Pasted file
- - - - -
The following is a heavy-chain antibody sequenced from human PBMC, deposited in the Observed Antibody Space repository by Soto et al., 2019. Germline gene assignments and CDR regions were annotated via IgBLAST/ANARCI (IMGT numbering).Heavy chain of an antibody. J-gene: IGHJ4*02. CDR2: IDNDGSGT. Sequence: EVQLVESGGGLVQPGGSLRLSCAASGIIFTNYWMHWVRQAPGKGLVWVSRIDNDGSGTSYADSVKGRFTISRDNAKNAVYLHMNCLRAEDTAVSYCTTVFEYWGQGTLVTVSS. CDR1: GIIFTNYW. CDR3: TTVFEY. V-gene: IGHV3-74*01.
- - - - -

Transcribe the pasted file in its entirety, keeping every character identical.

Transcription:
The following is a heavy-chain antibody sequenced from human PBMC, deposited in the Observed Antibody Space repository by Soto et al., 2019. Germline gene assignments and CDR regions were annotated via IgBLAST/ANARCI (IMGT numbering).Heavy chain of an antibody. J-gene: IGHJ4*02. CDR2: IDNDGSGT. Sequence: EVQLVESGGGLVQPGGSLRLSCAASGIIFTNYWMHWVRQAPGKGLVWVSRIDNDGSGTSYADSVKGRFTISRDNAKNAVYLHMNCLRAEDTAVSYCTTVFEYWGQGTLVTVSS. CDR1: GIIFTNYW. CDR3: TTVFEY. V-gene: IGHV3-74*01.